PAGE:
Chinese creditors sue Evergrande for claims totalling $13bn

Chinese creditors have sued China Evergrande for more than $13bn in allegedly overdue payments, as domestic companies owed money by the embattled developer race against offshore bondholders to secure repayment.

A Chinese court assigned to handle civil lawsuits against Evergrande has accepted 367 cases with claims totalling Rmb84bn ($13.2bn), according to official records reviewed by the Financial Times. The claims were submitted between August 24 and December 9, when the group was declared to be in “restricted default” by Fitch Ratings.

Analysts said the timing of the claims demonstrated that domestic creditors had lost confidence in the ability of Evergrande, the world’s most highly leveraged developer, to pay off its debts well before the default declaration.

“Creditors are racing to take Evergrande to court so they can be in a better position to get their money back in the event of a debt restructuring,” said Bo Zhuang, a Singapore-based analyst at Loomis Sayles, an asset manager. “This is especially true when not all borrowings are treated equally.”

The influx in creditor claims began when the central bank criticised Evergrande management in August over its debt crisis, triggering a collapse of the group’s sales and further restricting its access to financing. Days later, Evergrande warned that it was at risk of default.

Evergrande reported sales of Rmb15.3bn in the three months to November 30, according to CRIC, a Shanghai-based consultancy, compared with Rmb228bn during the same period last year.

The unravelling of Evergrande has shaken global markets and raised concerns about a spillover in the property sector, a crucial driver of growth in the world’s second-largest economy.

In August 2020, Beijing issued strict leverage limits known as the “three red lines” that led to tighter liquidity in the country’s real estate sector.

Officials have warned state banks not to help overleveraged developers such as Evergrande, but directed them to issue credit to less indebted property groups in an effort to relieve the pressure on the real estate sector. The industry is estimated to account for about one-third of total economic output in the country.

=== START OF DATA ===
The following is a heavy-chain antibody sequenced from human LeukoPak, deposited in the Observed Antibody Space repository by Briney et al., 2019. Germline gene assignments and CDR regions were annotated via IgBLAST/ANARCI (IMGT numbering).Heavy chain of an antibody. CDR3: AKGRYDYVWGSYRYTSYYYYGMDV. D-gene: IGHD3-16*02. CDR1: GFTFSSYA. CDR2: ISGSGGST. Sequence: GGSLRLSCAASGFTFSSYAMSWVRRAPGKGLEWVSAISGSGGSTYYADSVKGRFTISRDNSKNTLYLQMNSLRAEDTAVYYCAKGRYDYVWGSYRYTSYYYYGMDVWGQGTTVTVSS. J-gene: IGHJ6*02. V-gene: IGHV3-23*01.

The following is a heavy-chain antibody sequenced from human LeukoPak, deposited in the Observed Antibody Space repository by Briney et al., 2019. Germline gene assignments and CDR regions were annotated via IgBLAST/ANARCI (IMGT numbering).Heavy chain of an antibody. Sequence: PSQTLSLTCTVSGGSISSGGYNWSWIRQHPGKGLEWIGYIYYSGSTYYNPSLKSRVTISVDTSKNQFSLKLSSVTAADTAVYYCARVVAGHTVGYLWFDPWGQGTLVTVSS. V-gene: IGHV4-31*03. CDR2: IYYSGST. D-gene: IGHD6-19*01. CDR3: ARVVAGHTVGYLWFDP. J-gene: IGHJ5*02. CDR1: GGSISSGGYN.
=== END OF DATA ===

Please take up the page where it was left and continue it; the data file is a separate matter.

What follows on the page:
“There is no way we can repay so many creditors with our limited resources,” said an Evergrande executive, who asked not to be identified. “We will let judges decide who gets paid and how much.”

Evergrande has also issued offshore bonds totalling $19bn. International creditors will be competing against domestic creditors to secure repayment from the cash-strapped group.

State banks have been Evergrande’s most aggressive creditors. More than 40 lenders, ranging from “big four” Chinese banks such as the Agricultural Bank of China to small regional lenders, are pursuing overdue loans totalling Rmb22bn, according to court records.

A government policy adviser said banks’ exposure was worse than indicated because many were reluctant to make their potential losses from Evergrande public by taking court action. “The fall of Evergrande will have a larger-than-expected impact on China’s financial system,” the adviser said.

State-owned construction groups are pursuing Evergrande for Rmb16.4bn, complicating a push by the government to ensure the group’s existing projects are completed. Many of the projects have been funded by prepayments from homebuyers.

“We can’t carry on with construction when our workers haven’t been paid for months,” said an executive at Hefei Construction and Engineering Group in central Anhui province, which is suing Evergrande for Rmb229m in missed payments.

Shadow lenders, including trust companies and manufacturers that lent money to Evergrande at high interest rates, are also fighting to recoup their loans.

According to court records, 19 of the cases are “underground lending disputes” involving non-traditional creditors including hotels, metal traders and pharmaceutical firms.

A person familiar with Evergrande’s borrowing from the shadow banking sector said the developer and its subsidiaries began turning to private loans — some with annualised interest rates as high as 73 per cent — from cash-rich local businesses in April. “Evergrande had run out of other options,” the person said.

As lawsuits mount, creditors face uncertain prospects for recovery. The central government has established rules for corporate restructurings but political factors, such as intervention from the local governments, influence the process.

“The top priority for local authorities is to make sure all Evergrande projects [in their city] are completed and local creditors get paid,” said the person familiar with Evergrande’s borrowings from shadow lenders. “They don’t mind doing so at the expense of other creditors.” 

Additional reporting by Xinning Liu in Beijing, Tom Mitchell in Singapore and Andy Lin in Hong Kong

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